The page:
CHICAGO (670 The Score) -- It's pretty clear that the man who provided the money to purchase the Chicago Cubs is a racist and Islamophobe, and it also looks like there's not much the current Cubs ownership can do about it.
Emails sent by Joe Ricketts were published by Splinter News on Monday, providing an ugly picture of an old billionaire happy to share all kinds of false memes and cruel and unfunny jokes with like-minded friends, not only proudly demeaning Islam but also other ethnicities. He appears to be an Obama birther too, engaging in bizarre conspiratorial fever dreams that identify the former president as a secret Muslim bent on undermining white America.
Ricketts issued a statement of regret, denying that the trove of communications represented how he actually thinks.
"I’ve said things that don’t reflect my value system," he said. "I strongly believe that bigoted ideas are wrong."
That attempt landed with a thud, however, as did a similar statement from Cubs chairman Tom Ricketts, Joe's son.
"Let me be clear: the language and views expressed in those emails have no place in our society," Tom Ricketts said in a statement. "My father is not involved with the operation of the Chicago Cubs in any way."
The problem with those comments is in an immediate factual inaccuracy and a misleading feint. Those views have far too much of a place in our society, actually, recently given more mainstream normalization than could have once been imagined, too often spewing from the very top of our government. And nobody alleges that Joe is operating the Cubs, but everyone knows he bought them because he said so and explained why and how.
And that has been it from the team to this point, as the Cubs seem to be waiting and monitoring reaction, to see if those comments suffice as the story unfolds.
It's not good enough for Kamran Hussain, the president of the Muslim Community Center of Chicago. In an open letter to the Ricketts family, Hussain decried their patriarch's comments and content as "incendiary and hate-filled."
"I must inform you that your statement has fallen short and has the ring of PR or 'damage control' for most Muslims and others of good conscience in Chicago," Hussain wrote. "It would be truly lamentable if the Cubs organization becomes stained by racism and bigotry in the same manner that marred the ownership of the Los Angeles Clippers by Donald Sterling and the Cincinnati Reds by Marge Schott."
Hussain invited the Ricketts family to attend a meeting with Muslim leaders and fans "in order to take accountability and make amends in a more genuine, meaningful and demonstrative manner that will have an effect far beyond any mere statement."
Chicago's Council on American Islamic Relations also commented, calling the Ricketts emails "alarming and highly disappointing" and "shocking and repugnant." Executive director Ahmed Rehab noted, "The Cubs need to act hard and fast to ensure Chicagoans that they embrace our values of anti-bigotry."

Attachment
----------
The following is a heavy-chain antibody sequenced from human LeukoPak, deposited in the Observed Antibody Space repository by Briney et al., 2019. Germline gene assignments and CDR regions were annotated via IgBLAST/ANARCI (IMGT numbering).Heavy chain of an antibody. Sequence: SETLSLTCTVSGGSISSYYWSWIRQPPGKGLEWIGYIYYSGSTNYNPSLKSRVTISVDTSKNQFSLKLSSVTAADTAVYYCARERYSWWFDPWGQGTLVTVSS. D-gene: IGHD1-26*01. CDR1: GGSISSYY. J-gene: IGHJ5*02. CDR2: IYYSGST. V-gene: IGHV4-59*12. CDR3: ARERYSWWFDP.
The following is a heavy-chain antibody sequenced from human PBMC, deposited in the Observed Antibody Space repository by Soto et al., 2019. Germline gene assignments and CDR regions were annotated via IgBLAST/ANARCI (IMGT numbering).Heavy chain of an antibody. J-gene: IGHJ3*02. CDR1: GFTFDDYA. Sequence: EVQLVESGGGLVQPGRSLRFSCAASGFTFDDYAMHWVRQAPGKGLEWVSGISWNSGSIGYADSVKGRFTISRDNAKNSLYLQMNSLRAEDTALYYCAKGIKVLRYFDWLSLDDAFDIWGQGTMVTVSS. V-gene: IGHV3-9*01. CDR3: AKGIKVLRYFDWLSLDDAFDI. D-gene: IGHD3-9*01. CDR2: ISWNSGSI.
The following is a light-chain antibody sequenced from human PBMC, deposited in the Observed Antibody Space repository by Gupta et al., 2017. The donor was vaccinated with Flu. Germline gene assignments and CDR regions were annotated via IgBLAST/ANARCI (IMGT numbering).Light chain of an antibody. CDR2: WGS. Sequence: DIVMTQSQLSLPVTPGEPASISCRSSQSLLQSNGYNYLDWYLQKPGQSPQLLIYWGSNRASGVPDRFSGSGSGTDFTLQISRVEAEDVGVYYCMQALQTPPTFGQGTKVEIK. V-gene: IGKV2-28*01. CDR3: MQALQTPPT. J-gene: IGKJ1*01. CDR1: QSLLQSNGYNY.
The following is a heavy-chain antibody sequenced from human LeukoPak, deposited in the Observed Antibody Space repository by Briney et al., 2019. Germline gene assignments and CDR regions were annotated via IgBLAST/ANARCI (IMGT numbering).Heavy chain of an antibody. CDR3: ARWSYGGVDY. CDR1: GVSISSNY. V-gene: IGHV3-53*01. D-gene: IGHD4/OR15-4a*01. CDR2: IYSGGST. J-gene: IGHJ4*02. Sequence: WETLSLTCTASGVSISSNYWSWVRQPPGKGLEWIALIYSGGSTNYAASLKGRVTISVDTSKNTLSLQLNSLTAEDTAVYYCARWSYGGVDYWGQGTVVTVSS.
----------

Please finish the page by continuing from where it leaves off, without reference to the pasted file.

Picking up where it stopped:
It's how they act that remains in question and how to make it matter if they decide they want to. Any kind of outreach can look like a disingenuous make-good, a cynical paint-by-numbers apology tour that goes through the motions as the news cycles roll toward spring training. But the Cubs may need to do more than they have to get some semblance of control of a bad story still capable of gaining more traction.
Mayor Rahm Emanuel decided to dunk on the family, employing references to multiple generations for a reason.
"Joe Ricketts once said that I do not share his values,” Emanuel wrote. "Truer words were never spoken. The ignorance and intolerance he has espoused are not welcome in Chicago. Those are not the values I learned from my parents, and those are not the values Amy and I have instilled in our children."
Emanuel really twists the knife there, implying that such thoughts are learned at home to paint the whole family with a broad brush. It's a reach to be sure, but it's entirely fair to wonder about how such feelings anywhere within their world affect the many millions of dollars spent on political causes to actively influence real policy.
Wrigley Field has been used for fundraisers to promote such efforts, and the Ricketts PAC has already entertained proposals from fringe groups fear-mongering Obama as a Muslim bogeyman. Pete Ricketts is the governor of Nebraska, and Todd Ricketts is the finance chairman of the Trump Victory Committee, a joint effort of the Trump re-election campaign and the Republican National Committee.
The questions are reasonable and real about how Joe Ricketts' twisted and poisoned worldview might infect family business beyond just his own dark thoughts. The Cubs are one of those businesses, and now they have to decide if and how to make further amends to those offended and reassure fans and business partners who today have another reason to feel differently about their respective connections to the team.
No easy fixes exist at the moment, but something more might be advised than just the first flimsy responses written by their image pros.
By Dan Bernstein